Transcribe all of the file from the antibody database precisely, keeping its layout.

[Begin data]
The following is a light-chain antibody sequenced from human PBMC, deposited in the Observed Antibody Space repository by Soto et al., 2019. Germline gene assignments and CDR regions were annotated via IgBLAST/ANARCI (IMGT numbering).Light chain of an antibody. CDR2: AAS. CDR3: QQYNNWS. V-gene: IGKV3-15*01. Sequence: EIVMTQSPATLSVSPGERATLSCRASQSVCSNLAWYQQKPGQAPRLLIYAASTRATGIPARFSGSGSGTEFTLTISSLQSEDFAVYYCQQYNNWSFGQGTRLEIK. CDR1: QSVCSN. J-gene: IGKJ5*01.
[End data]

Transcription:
The following is a light-chain antibody sequenced from human PBMC, deposited in the Observed Antibody Space repository by Soto et al., 2019. Germline gene assignments and CDR regions were annotated via IgBLAST/ANARCI (IMGT numbering).Light chain of an antibody. CDR2: AAS. CDR3: QQYNNWS. V-gene: IGKV3-15*01. Sequence: EIVMTQSPATLSVSPGERATLSCRASQSVCSNLAWYQQKPGQAPRLLIYAASTRATGIPARFSGSGSGTEFTLTISSLQSEDFAVYYCQQYNNWSFGQGTRLEIK. CDR1: QSVCSN. J-gene: IGKJ5*01.